Tuesday, January 13, 2009

Table Manners Basics

When your child has that first job interview over lunch or has dinner for the first time with the parents of a romantic interest, both of you will be glad that good table manners were a matter of routine at your house.
But every meal doesn’t have to be a lesson and eating should not be a chore interrupted by frequent admonitions. Children learn best through immersion and osmosis. In other words, if you have good table manners, it goes a long way toward assuring that your children will also.
The good news is that we are not talking about astrophysics here. Good dining etiquette requires only a simple awareness of the basics. Here’s a list of the most common mistakes that your child should learn to avoid:
  • Cutlery. The worst mistake is not using the wrong implement, but using it incorrectly—holding the fork in your fist like a cello or holding the knife like a dagger. In addition, after you use a piece of cutlery, it never goes back on the table. It is placed fully on the plate and not tipped like the oars of a rowboat with the handles resting on the table and the tips on the rim of the plate. The knife blade faces in, touching the inside of the plate; only the handle touches the rim of the plate. Never wave cutlery around to make a point.
  • Napkins. Never tuck. Place the napkin on your lap. Don’t flap it to open it. If you leave the table, leave the napkin on your chair, making sure the soiled part doesn’t mar the upholstery, and push the chair under the table.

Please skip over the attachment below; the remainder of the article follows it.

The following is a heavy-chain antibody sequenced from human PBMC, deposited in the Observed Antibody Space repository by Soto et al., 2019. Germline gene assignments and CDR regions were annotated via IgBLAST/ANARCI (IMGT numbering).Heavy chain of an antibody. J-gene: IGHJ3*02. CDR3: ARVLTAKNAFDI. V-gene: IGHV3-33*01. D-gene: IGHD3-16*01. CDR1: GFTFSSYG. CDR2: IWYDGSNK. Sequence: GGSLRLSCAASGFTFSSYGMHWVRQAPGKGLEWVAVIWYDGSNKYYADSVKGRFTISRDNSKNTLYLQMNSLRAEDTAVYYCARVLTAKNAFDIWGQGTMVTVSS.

• Posture. Food doesn’t go down as well and you don’t look attractive when you slump. Sit up straight. You will actually be more comfortable. Keep your elbows off the table. If you don’t know what to do with your hands, put them in your lap.
  • Chewing. Chew with your mouth closed and don’t talk with food in your mouth. Also, don’t eat too fast. It’s bad manners and bad for digestion. You should try to eat at the same pace as others at the table: Begin and finish about the same time as everyone else.
  • The table. Keep keys, purses, gloves, and hats off the table. Nothing goes on the table unless it is part of the meal. Think of the germs they might spread and how unattractive it looks to have these objects on the table.
  • Breaking bread. Do not butter the whole roll or the whole piece of bread and cut it with a knife. Break off one bite-sized piece of bread or a roll at a time, and butter each piece before eating it.

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